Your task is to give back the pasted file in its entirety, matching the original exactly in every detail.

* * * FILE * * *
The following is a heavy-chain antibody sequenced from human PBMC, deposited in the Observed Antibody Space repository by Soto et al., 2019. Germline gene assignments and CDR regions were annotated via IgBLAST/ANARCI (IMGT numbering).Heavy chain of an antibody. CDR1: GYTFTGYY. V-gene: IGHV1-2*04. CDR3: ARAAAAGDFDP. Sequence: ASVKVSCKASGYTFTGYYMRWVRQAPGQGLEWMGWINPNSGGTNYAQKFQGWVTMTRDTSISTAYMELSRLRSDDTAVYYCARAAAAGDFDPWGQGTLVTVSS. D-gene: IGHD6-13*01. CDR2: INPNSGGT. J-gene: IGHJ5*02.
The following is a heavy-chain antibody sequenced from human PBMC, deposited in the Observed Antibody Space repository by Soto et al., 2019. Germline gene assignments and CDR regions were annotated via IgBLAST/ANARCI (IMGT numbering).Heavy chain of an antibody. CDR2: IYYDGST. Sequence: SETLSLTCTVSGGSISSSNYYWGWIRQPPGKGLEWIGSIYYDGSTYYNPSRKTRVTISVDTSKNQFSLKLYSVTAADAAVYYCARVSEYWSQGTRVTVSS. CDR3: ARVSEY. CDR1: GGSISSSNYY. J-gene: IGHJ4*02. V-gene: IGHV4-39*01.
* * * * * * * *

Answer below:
The following is a heavy-chain antibody sequenced from human PBMC, deposited in the Observed Antibody Space repository by Soto et al., 2019. Germline gene assignments and CDR regions were annotated via IgBLAST/ANARCI (IMGT numbering).Heavy chain of an antibody. CDR1: GYTFTGYY. V-gene: IGHV1-2*04. CDR3: ARAAAAGDFDP. Sequence: ASVKVSCKASGYTFTGYYMRWVRQAPGQGLEWMGWINPNSGGTNYAQKFQGWVTMTRDTSISTAYMELSRLRSDDTAVYYCARAAAAGDFDPWGQGTLVTVSS. D-gene: IGHD6-13*01. CDR2: INPNSGGT. J-gene: IGHJ5*02.
The following is a heavy-chain antibody sequenced from human PBMC, deposited in the Observed Antibody Space repository by Soto et al., 2019. Germline gene assignments and CDR regions were annotated via IgBLAST/ANARCI (IMGT numbering).Heavy chain of an antibody. CDR2: IYYDGST. Sequence: SETLSLTCTVSGGSISSSNYYWGWIRQPPGKGLEWIGSIYYDGSTYYNPSRKTRVTISVDTSKNQFSLKLYSVTAADAAVYYCARVSEYWSQGTRVTVSS. CDR3: ARVSEY. CDR1: GGSISSSNYY. J-gene: IGHJ4*02. V-gene: IGHV4-39*01.